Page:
Joel 1:12

Hebrew Bible

10 The crops of the fields have been destroyed. The ground is in mourning because the grain has perished. The fresh wine has dried up; the olive oil languishes. 11 Be distressed, farmers; wail, vinedressers, over the wheat and the barley. For the harvest of the field has perished. 12 The vine has dried up; the fig tree languishes—the pomegranate, date, and apple as well. In fact, all the trees of the field have dried up. Indeed, the joy of the people has dried up! 13 Get dressed and lament, you priests. Wail, you who minister at the altar. Come, spend the night in sackcloth, you servants of my God, because no one brings grain offerings or drink offerings to the temple of your God anymore. 14 Announce a holy fast; proclaim a sacred assembly. Gather the elders and all the inhabitants of the land to the temple of the Lord your God, and cry out to the Lord.

Haggai 2:19

Hebrew Bible

17 I struck all the products of your labor with blight, disease, and hail, and yet you brought nothing to me,’ says the Lord. 18 ‘Think carefully about the past: from today, the twenty-fourth day of the ninth month, to the day work on the temple of the Lord was resumed, think about it. 19 The seed is still in the storehouse, isn’t it? And the vine, fig tree, pomegranate, and olive tree have not produced. Nevertheless, from today on I will bless you.’” 20 Then the Lord spoke to Haggai a second time on the twenty-fourth day of the month: 21 “Tell Zerubbabel governor of Judah: ‘I am ready to shake the sky and the earth.

 Notes and References

"... My working assumption in §3.3.4 was that Zechariah 1–2 and Joel 2 come from the same early post-exilic milieu. Now, with the evidence of these parallels before us, we are able to draw some conclusion about the relative priority of these two texts. The fact that the there is a sustained allusion to Joel 2 that fits the patterns of the other sustained allusions in Zechariah 1–2 suggests that Zechariah 1–2 is the later work. This conclusion is borne out by a comparison of the context and tone of each book. On the whole, Joel appears to be more reserved and uncertain about the future, whereas Zechariah 1–2 is more confident about the future. Joel asks “Who knows if Yahweh will return?,” against which Zechariah 1:16 declares “Yahweh is returning” (or “has returned”). Similarly, Joel 1:12 describes a negative “before” picture, against which Haggai 2:19 gives a much brighter prognosis for the future. In Joel 2:17–19, the nation is still an “object of scorn,” which corresponds to the situation to which Zechariah 1:13 speaks. For these reasons, I come to the conclusion that Joel 2 is an intertext used by Zechariah 1–2. Conrad also lists Joel 2 as a significant intertext of Zechariah 1 ..."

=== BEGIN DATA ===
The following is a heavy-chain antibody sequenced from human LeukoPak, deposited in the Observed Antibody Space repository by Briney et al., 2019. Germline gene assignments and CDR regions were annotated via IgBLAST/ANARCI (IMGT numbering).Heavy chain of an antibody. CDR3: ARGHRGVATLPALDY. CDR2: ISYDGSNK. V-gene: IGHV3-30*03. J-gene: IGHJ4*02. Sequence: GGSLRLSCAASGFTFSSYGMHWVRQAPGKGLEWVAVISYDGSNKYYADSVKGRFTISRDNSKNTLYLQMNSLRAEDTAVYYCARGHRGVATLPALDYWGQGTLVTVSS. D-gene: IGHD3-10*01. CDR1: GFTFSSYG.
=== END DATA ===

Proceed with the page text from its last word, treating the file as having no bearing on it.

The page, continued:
Stead, Michael R. The Intertextuality of Zechariah 1-8 (p. 98) T&T Clark, 2009

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